That’s not to say that the series didn’t improve throughout its four-season run. After two years of struggling to justify the show’s very existence, Berman and Braga swung for the fences with a radically different third season that reinvented Enterprise (now renamed Star Trek: Enterprise) as a grim and gritty serialized drama unpacking the aftermath of a 9/11-scale attack on Earth. While immediately more compelling, the revamp failed to boost the show’s sagging ratings, and it was reworked yet again the following year, and leaned further into the “prequel to Star Trek” angle under new showrunner Manny Coto. This, many fans will argue, is where Enterprise finally found its legs, but it was too little and too late to prevent its cancellation. Still, each iteration of the troubled spinoff had its highlights and our list of the 10 strongest Enterprise episodes is spread fairly evenly throughout the run of the show.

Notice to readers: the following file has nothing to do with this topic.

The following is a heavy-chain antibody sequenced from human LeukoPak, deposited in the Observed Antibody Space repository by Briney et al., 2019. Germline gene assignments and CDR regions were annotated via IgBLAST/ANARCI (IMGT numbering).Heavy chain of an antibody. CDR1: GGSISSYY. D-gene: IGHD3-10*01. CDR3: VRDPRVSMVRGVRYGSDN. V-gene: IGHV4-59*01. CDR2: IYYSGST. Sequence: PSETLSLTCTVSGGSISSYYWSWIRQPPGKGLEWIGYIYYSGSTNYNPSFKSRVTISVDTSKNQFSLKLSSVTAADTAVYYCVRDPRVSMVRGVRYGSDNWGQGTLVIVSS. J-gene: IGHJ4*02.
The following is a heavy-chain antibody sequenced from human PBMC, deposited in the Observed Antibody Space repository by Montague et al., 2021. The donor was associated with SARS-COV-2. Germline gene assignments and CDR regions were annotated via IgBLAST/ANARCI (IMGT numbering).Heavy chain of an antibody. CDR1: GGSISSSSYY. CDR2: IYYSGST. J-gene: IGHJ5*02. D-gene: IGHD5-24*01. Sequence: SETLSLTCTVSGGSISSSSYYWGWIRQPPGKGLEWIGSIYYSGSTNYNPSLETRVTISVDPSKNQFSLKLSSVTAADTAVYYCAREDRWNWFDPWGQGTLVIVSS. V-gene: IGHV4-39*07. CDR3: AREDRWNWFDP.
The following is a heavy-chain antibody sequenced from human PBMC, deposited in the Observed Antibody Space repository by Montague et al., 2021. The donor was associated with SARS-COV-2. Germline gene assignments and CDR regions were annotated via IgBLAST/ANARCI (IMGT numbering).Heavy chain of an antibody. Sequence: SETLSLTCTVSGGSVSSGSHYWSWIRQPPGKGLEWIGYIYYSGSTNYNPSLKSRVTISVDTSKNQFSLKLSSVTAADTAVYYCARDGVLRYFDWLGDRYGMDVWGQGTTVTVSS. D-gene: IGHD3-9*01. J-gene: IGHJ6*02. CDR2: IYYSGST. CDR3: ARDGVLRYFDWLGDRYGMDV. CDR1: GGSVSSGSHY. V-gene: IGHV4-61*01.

Warning: This article contains spoilers for each listed episode.
10. Babel One/United/The Aenar (season 4, episodes 12, 13, & 14)
After struggling to establish an identity for three seasons, the final season of Enterprise focused on setting the groundwork for important moments in the franchise’s fictional history. This three-parter marks the first team-up between all four of the worlds that will one day found the United Federation of Planets: Andoria, Earth, Tellar Prime, and Vulcan, as they’re pitted against each other by a mysterious enemy. That enemy, naturally, turns out to be the Romulans, the shady alien empire that Earth and its allies are destined to go to war with in the years to come. The Babel One trilogy promises that the story of this momentous conflict is forthcoming, and that the alliance born in this episode will be key in winning the day. Alas, the series was canceled before it could make good on this promise, but it’s still an entertaining chapter in the history of the franchise.